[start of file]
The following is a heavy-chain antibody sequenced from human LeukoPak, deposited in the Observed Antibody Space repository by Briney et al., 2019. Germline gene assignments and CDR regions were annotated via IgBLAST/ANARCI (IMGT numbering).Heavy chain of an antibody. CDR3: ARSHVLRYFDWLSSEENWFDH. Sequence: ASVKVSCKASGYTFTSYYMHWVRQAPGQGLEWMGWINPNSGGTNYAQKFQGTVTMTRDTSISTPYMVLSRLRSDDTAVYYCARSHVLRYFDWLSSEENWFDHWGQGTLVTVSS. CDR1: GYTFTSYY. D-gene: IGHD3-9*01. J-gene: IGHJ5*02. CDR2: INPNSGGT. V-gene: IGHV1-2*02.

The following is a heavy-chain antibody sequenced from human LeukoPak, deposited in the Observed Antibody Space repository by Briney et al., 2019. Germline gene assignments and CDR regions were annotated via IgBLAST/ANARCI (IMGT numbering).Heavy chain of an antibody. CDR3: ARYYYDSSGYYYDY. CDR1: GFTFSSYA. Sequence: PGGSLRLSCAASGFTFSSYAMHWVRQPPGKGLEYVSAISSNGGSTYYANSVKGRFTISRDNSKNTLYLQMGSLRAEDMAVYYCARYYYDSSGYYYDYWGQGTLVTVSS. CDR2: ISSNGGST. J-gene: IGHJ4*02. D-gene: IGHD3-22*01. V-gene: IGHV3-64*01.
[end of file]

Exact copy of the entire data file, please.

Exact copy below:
The following is a heavy-chain antibody sequenced from human LeukoPak, deposited in the Observed Antibody Space repository by Briney et al., 2019. Germline gene assignments and CDR regions were annotated via IgBLAST/ANARCI (IMGT numbering).Heavy chain of an antibody. CDR3: ARSHVLRYFDWLSSEENWFDH. Sequence: ASVKVSCKASGYTFTSYYMHWVRQAPGQGLEWMGWINPNSGGTNYAQKFQGTVTMTRDTSISTPYMVLSRLRSDDTAVYYCARSHVLRYFDWLSSEENWFDHWGQGTLVTVSS. CDR1: GYTFTSYY. D-gene: IGHD3-9*01. J-gene: IGHJ5*02. CDR2: INPNSGGT. V-gene: IGHV1-2*02.

The following is a heavy-chain antibody sequenced from human LeukoPak, deposited in the Observed Antibody Space repository by Briney et al., 2019. Germline gene assignments and CDR regions were annotated via IgBLAST/ANARCI (IMGT numbering).Heavy chain of an antibody. CDR3: ARYYYDSSGYYYDY. CDR1: GFTFSSYA. Sequence: PGGSLRLSCAASGFTFSSYAMHWVRQPPGKGLEYVSAISSNGGSTYYANSVKGRFTISRDNSKNTLYLQMGSLRAEDMAVYYCARYYYDSSGYYYDYWGQGTLVTVSS. CDR2: ISSNGGST. J-gene: IGHJ4*02. D-gene: IGHD3-22*01. V-gene: IGHV3-64*01.